A total of 24 modern and contemporary art museum professionals residing in 19 different cities have been awarded support to attend the CIMAM 2019 Annual Conference The 21st Century Art Museum: Is Context Everything? that will be held in Sydney, Australia 15–17 November 2019 hosted jointly by the Museum of Contemporary Art Australia.
Launched in 2005, CIMAM’s Travel Grant Program is designed to foster cooperation and cultural exchange between contemporary art curators and museums directors in emerging and developing economies and their counterparts in other regions of the world.
Giancarlo Hannud's Conference Report
I should like to start this report by thanking the Getty Foundation for its support and generosity in funding 14 grants for contemporary art curators and museum professionals from around the world. It is needless to say that the momentousness of such an opportunity is one that cannot be overstated. During the duration of the conference, I had the chance of conversing and exchanging ideas with some of the most relevant, prominent and influential professionals active today in the field. This privilege alone is one that would have made my participation more than worthwhile. However, I would like to propose a different reading of the significance of my participation, one that in no way undermines the opportunities I already mentioned, but what made this year’s conference particularly meaningful, and one that I will cherish for a long time.
It is very rare that a professional from an emerging market and developing economy such as my own has the chance to meet other professionals from the same background. The ability to exchange ideas with curators from countries such as Morocco, Honduras, Poland, and Nepal, to mention but a few of the countries represented in the conference, is of great significance and, I would like to believe, of momentous consequences. At variance with the well-funded and established art systems present in some countries, the ones found in developing economies suffer from a persistent lack of funding and visibility, and from the consequences, both positive and negative, of the ad hoc solutions we inevitably have to make use of in order to get the job done. These particularities, which I imagine can be rather difficult to grasp when seen from different perspectives, many times threaten the very existence of these systems, not to mention the more perverted and sadly uncontrollable influences and consequences of censorship, both direct and indirect. Being able to exchange experiences and solutions found to these peculiarities in different latitudes and longitudes was a dazzlingly fruitful one. For this, I must thank CIMAM as well as the other travel grantees, without whom this would not have been possible.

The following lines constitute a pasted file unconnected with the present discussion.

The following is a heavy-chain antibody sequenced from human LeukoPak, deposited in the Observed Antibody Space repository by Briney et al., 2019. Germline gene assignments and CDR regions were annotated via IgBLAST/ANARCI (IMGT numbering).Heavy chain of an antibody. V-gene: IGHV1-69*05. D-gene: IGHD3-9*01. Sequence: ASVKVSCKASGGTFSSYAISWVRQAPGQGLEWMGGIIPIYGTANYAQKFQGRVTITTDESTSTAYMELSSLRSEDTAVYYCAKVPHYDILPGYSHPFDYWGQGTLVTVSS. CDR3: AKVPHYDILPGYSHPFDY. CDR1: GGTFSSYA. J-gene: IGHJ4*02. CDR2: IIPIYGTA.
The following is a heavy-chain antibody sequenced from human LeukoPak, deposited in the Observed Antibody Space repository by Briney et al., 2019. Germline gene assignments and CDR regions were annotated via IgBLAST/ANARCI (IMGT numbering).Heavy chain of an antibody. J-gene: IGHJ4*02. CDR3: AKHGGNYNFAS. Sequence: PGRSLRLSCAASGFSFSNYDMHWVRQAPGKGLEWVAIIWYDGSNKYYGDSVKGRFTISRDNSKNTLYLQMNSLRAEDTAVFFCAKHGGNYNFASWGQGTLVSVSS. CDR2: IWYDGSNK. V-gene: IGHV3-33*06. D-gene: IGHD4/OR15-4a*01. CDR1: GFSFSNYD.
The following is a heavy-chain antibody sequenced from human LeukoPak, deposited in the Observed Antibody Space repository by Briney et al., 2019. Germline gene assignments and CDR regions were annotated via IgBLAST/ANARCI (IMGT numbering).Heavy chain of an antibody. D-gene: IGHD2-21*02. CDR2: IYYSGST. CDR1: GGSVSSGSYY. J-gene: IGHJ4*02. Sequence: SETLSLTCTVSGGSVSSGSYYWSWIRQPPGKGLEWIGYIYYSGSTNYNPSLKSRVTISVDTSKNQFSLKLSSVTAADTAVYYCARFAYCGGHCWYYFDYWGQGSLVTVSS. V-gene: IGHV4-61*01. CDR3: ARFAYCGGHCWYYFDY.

The fact that this meeting of minds originating from the “margin” should take place in a conference organized by the principal players from the “centre” is one that should not be forgotten and says a good deal of the power relations existent in the so-called international discourse of contemporary art museums. Power relations that must be reconfigured if we are to continue to assert the intellectual vitality of our times, for it is a fact well worth remembering that the main characters of this play depend on the supporting ones just as much as the other way around. A question that I saw myself asking time and time again after the end of the conference was that perhaps it is time the “margin” conversed with its correspondents without the intermediation of the “centre”, that these conversations should be held not via the traditional, already existent forums, of which CIMAM is one of the most consequential ones, but through the creation of new ones, forged according to the varied necessities and inclinations of its members. I do not wish to sound critical of CIMAM or the notion of the grants, for they are of pivotal importance for the beginning of such a conversation, but rather to propose new questions in order to glimpse other possibilities. It is my belief that the possible, perhaps even utopian, existence of a new channel of discussion, capillary rather than nucleic, would not preclude the importance of more traditional forums, but rather exist in parallel to it.
Finally, in order to conclude this short report, I would like to mention what to me was the most lucid of statements pronounced during the conference. It is an undeniable fact that museums have changed. They are no longer places for contemplation, subjectivity, but rather places of experience, community. A question that should be asked is whether precisely due to this fact should we not be rather more interested in the objects themselves than the discourses they contain? As Franklin Sirmans, Director, Pérez Art Museum Miami, USA, said in his keynote speech “the objects are the things we love”. Let's hope we can keep that love alive.